The Fruits of Our Labor

This month's editor's note reflects upon the incredible changes of the past 12 months.
This month's editor's note reflects upon the incredible changes of the past 12 months.

When I accepted the role of associate managing editor of Perfumer & Flavorist one year ago, I had no way of anticipating how much the world would change in just 12 issues.

I was looking forward to a year of far-flung travels to taste dishes and smell scents featuring the latest ingredients, of shaking hands with industry professionals in Berlin and introducing conference speakers in Miami. Yet, the very week I was slated to make my first trip abroad, travel between the United States and Europe ceased: COVID-19 lockdown had officially begun.

This year has instead been one of moving furniture around my tiny Brooklyn apartment to better accommodate working from home, of downloading a seemingly endless array of video conferencing apps and of learning just how resilient humans are.

Because, despite the trying conditions, the world has kept on spinning. Instead of tasting dishes halfway around the world, I have taken to experimenting in my own kitchen. Like many consumers, I have become more willing to try out a fragrance sight unseen (or, rather, scent un-smelled). And while I didn’t get a chance to interact with industry professionals in person, by the time this issue lands into your inbox (or mailbox), our two virtual events—Perfumery for the New Normal and Flavorcon Virtual—will have aired.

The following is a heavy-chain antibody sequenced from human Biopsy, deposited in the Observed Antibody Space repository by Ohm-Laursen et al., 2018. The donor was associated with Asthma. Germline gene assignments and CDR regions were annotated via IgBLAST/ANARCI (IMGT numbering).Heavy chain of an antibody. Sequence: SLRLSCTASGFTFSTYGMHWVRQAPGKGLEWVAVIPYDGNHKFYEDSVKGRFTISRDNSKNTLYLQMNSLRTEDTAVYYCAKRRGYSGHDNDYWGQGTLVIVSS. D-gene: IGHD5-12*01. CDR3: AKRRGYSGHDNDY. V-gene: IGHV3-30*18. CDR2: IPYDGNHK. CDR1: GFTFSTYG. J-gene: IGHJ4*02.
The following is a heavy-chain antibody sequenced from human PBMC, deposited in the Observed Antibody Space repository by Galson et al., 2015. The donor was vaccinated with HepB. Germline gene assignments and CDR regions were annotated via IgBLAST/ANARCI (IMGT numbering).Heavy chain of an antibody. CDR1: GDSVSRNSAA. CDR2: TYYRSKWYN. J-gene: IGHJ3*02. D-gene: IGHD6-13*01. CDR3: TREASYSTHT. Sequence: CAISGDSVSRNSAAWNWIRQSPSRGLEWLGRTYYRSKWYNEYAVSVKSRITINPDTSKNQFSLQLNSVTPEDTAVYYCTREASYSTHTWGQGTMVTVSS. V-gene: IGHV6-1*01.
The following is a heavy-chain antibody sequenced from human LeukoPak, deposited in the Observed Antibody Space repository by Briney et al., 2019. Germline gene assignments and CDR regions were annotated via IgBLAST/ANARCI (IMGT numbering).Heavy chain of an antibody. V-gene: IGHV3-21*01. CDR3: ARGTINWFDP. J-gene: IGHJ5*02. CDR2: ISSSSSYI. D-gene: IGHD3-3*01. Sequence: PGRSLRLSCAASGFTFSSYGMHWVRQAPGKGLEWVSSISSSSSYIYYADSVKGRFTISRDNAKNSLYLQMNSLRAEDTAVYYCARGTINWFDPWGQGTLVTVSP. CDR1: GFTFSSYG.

Naturally, for our last issue of 2020, the previous year was on many of our minds. In his annual citrus retrospective, Richard Pisano provides a deep dive into a year defined by more than one crisis (page 48). I was able to look into the ways in which the year’s social movements have brought Black perfumers and fragrance brands into the spotlight; I hope you enjoy reading it as much as I did crafting it (page 36).

Not that we aren’t also focused on the future: Eddie Bulliqi takes a look at what’s on the horizon for citrus (page 26) and superfoods (page 28), and Ben Mead tells us about the ways in which sustainable practices are re-inventing ingredient production in the Philippines (page 20).

As we move into 2021, we will have a better idea of the myriad of ways COVID-19 will alter the future and the things we could have done differently in the moment. But in the meantime, let’s all just appreciate that we’ve made it this far.


D. Eden Stuart

Associate Managing Editor

[email protected]

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